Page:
admin February 5, 2019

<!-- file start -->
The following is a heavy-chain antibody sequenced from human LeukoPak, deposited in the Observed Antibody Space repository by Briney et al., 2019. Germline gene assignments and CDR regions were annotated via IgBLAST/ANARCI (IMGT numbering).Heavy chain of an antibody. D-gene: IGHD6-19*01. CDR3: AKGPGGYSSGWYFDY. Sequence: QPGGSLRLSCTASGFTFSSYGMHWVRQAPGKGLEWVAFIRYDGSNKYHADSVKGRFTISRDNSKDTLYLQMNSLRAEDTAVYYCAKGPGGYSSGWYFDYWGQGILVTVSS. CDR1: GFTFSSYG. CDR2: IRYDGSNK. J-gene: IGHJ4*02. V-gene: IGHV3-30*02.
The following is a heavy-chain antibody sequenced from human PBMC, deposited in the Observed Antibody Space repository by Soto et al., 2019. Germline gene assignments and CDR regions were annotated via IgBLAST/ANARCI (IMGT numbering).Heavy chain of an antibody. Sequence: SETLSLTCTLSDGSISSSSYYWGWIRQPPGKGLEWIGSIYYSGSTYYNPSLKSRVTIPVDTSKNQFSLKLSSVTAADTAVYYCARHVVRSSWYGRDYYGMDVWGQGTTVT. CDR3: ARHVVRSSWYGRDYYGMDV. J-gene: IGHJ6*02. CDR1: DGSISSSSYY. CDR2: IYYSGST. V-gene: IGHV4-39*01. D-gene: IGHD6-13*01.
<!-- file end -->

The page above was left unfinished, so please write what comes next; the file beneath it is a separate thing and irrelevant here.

Multiple system atrophy (MSA) is a fatal adult-onset neurodegenerative disease that is characterized by varying degrees of cerebellar dysfunction and Parkinsonism. The neuropathological hallmark of MSA is alpha-synuclein (AS)-positive glial cytoplasmic inclusions (GCIs). Although severe neuronal loss (NL) is also observed in MSA, neuronal inclusions (NIs) are rare compared to GCIs, such that the pathological mechanism of NL in MSA is unclear. GCIs and NIs are late-stage pathology features relative to AS oligomers and may not represent early pathological changes in MSA. To reveal the early pathology of MSA, it is necessary to examine the early aggregation of AS, i.e., AS oligomers. Here, we adopted a proximity ligation assay (PLA) to examine the distribution of AS oligomers in brain tissue samples from patients with MSA and other diseases. Surprisingly, MSA brains showed a widespread distribution and abundant accumulation of oligomeric AS in neurons as well as oligodendrocytes of the neocortex. In several regions, oligomeric AS signal intensity was higher in cases with MSA than in cases with Parkinson’s disease. In contrast to previous studies, AS–PLA revealed abundant AS oligomer accumulation in Purkinje cells in MSA brains, identifying oligomeric AS accumulation as a possible cause of Purkinje cell loss. This wide distribution of AS oligomers in MSA brain neurons has not been described previously and indicates a pathological mechanism of NL in MSA.


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